Sonny Bono’s cause of death was revealed in 1998, later the FBI agent called it “nonsense”
Sonny Bono loved skiing, and fun trips to Palm Springs ski resorts have always been his way of spending time with his family. A ski trip on the Nevada-California line, however, turned out to be his last.
Sonny Bono was an American politician, actor and singer who rose to prominence after partnering with his second wife Cher to create the pop singer duo “Sonny & Cher”.
The couple rose to fame when they produced their two hit songs, “I Got You, Babe” and “Baby Don’t Go” in 1965 and have continued to touch the hearts of many Americans through their music.
The 1970s saw the duo begin their careers as media personality with top TV shows “The Sonny & Cher Show” and “Sonny & Cher Comedy Hour”. During the decade they were together, they were nominated for two Grammy Awards.
They then sold over 40 million records worldwide. Their career as a duo, however, ended when they divorced in 1975.
After their split, Cher embarked on a very successful solo career, while Bono was elected to Congress as the Republican representative of the United States from California.
In 1986, Bono married his fourth wife, Mary Whitaker, and together they had two children, daughter Chianna Maria and son Chesare Elan.
Congress was on New Year’s vacation and the family of four, along with friends, were having fun opening the New Year. Bono was a renowned skier and frequented ski resorts with his family.
A spokesperson for the resort, John Wagnon, said Bono was skiing the well-maintained intermediate trail known as “Orion”. The trail would have had ideal conditions as it was reasonably open and tree lined like any ski resort would be.
Bono skied forward as his wife took the walk to make sure the children were in front of her and that she would be in a better position to see them and help them if the need arose.
The “The Beat Goes On” singer was soon gone, a big smile on his face. Never realizing that this would be the last time he would see his family, he challenged his son, calling on Ches to follow him.
Ches took off behind his father, but his ski got stuck on an edge. He turned and hit Chianna, so Mary rushed to deal with them. Bono was long gone, unaware that he had just seen his family for the last time.
HIS DISAPPEARANCE AND RESEARCH
Soon after, Mary and the kids stumbled upon the first stopping area, expecting to find Bono waiting for them there, but he was nowhere to be found. They began to search, more out of curiosity than dismay.
At first, Mary was not skeptical. She imagined that they had either taken a different route than Bono’s, or that he had just gone so fast that he wouldn’t stop at the rest area.
Thirty minutes after the search began, and panic began to set in. They made their way to the next rest area, then descended to the back. The day was beginning to pass, but there was still no sign of him.
Mary confided in the ski patrol, but no accidents were reported. So they kept looking – up and down the hill, to the bottom of the mountain, then back up – still, nothing. Married remember of the fateful afternoon:
“The children were so cold. They were crying. I said, ‘Okay. He had to ski all the way down. That’s what happened. He will be there waiting for us.
At 4.30 p.m., they still hadn’t found him. The ski patrol officially declared him missing. Minutes after 6 p.m., the resort president, along with the area sheriff, told Mary they had found a body.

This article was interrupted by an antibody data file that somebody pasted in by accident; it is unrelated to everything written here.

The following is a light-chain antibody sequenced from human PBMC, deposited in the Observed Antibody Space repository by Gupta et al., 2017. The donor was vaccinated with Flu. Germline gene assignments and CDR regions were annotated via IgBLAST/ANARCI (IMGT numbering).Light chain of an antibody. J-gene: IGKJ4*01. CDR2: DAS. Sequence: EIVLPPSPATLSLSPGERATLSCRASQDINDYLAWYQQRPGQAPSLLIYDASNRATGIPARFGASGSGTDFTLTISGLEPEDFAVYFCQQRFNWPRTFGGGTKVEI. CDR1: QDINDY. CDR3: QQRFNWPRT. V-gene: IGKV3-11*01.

Bono had been involved in a collision. He had hit a tree, and without a helmet it had been fatal to him. As she would learn later, even though he had put on a helmet, the force was too strong to have left him brain dead.
Bono never wore a helmet to ski, but six days earlier Michael Kennedy, a nephew of John F. Kennedy, had died in a skiing accident.
The accident led Bono to discuss helmets with his wife, and he had promised to have one before leaving for the next ski trip.
Pierini, the sheriff, confirmed that the accident happened at 2 p.m., but at the time, Mary had not reported her missing. He adds that it would have been difficult to spot him unless you were skiing or looking for him in that specific area.
He had been “skiing in the trees,” a common activity among advanced skiers, just like Bono. There were no witnesses to the crash and his death was recorded as having been caused by head injuries resulting from blunt trauma.
FBI AGENT DISAGREES WITH AUTOPSY RESULTS
Despite the autopsy results showing the collision with the tree was the cause of death, Ted Gunderson, a former FBI agent, refuted the claims, claiming Bono was murdered.
Gunderson claimed Bono – a member of the US House of Representatives – was about to expose some of the international arms and drug networks, and that senior US officials had hired hitmen to track him down. .
The best forensic experts would have backed up his claims, and Gunderson had spoken to America’s Globe regarding the autopsy results, as reported by NME:
“It is nonsense for anyone to try now to suggest that Bono died after crashing into a tree.”
Years after her disappearance, Cher opened up about the life she shared with her former husband on a CBS reality show called “Sonny and Me: Dear Remembers.”
The show, she said, was her way of telling Bono’s extraordinary story because, without him, she wouldn’t have been where she was. She also revealed that she often communicated with Bono through the spiritual medium James Van Praagh.
Today Bono is remembered for his musical genius and his involvement in Congress as a conservative politician. He was replaced by his three children from his two marriages, his second to Cher and his fourth to Mary.